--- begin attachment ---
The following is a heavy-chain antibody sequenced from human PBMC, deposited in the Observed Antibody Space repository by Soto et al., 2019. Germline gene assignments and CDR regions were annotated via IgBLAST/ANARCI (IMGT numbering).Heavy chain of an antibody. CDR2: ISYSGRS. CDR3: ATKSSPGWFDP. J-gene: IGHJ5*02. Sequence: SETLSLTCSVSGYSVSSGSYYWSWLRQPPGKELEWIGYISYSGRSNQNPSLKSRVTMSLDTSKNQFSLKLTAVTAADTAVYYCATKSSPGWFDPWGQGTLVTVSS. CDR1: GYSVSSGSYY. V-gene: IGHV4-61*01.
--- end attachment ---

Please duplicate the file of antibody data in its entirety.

The following is a heavy-chain antibody sequenced from human PBMC, deposited in the Observed Antibody Space repository by Soto et al., 2019. Germline gene assignments and CDR regions were annotated via IgBLAST/ANARCI (IMGT numbering).Heavy chain of an antibody. CDR2: ISYSGRS. CDR3: ATKSSPGWFDP. J-gene: IGHJ5*02. Sequence: SETLSLTCSVSGYSVSSGSYYWSWLRQPPGKELEWIGYISYSGRSNQNPSLKSRVTMSLDTSKNQFSLKLTAVTAADTAVYYCATKSSPGWFDPWGQGTLVTVSS. CDR1: GYSVSSGSYY. V-gene: IGHV4-61*01.